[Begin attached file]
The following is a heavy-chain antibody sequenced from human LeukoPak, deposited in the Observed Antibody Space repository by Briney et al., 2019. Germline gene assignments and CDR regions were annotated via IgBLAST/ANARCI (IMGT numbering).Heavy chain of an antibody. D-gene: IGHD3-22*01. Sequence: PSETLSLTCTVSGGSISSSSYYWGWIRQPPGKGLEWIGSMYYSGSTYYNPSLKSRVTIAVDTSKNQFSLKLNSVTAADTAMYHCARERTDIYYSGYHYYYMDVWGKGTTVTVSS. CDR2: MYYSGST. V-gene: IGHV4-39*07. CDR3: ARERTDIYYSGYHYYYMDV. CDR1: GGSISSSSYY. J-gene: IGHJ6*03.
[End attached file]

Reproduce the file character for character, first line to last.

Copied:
The following is a heavy-chain antibody sequenced from human LeukoPak, deposited in the Observed Antibody Space repository by Briney et al., 2019. Germline gene assignments and CDR regions were annotated via IgBLAST/ANARCI (IMGT numbering).Heavy chain of an antibody. D-gene: IGHD3-22*01. Sequence: PSETLSLTCTVSGGSISSSSYYWGWIRQPPGKGLEWIGSMYYSGSTYYNPSLKSRVTIAVDTSKNQFSLKLNSVTAADTAMYHCARERTDIYYSGYHYYYMDVWGKGTTVTVSS. CDR2: MYYSGST. V-gene: IGHV4-39*07. CDR3: ARERTDIYYSGYHYYYMDV. CDR1: GGSISSSSYY. J-gene: IGHJ6*03.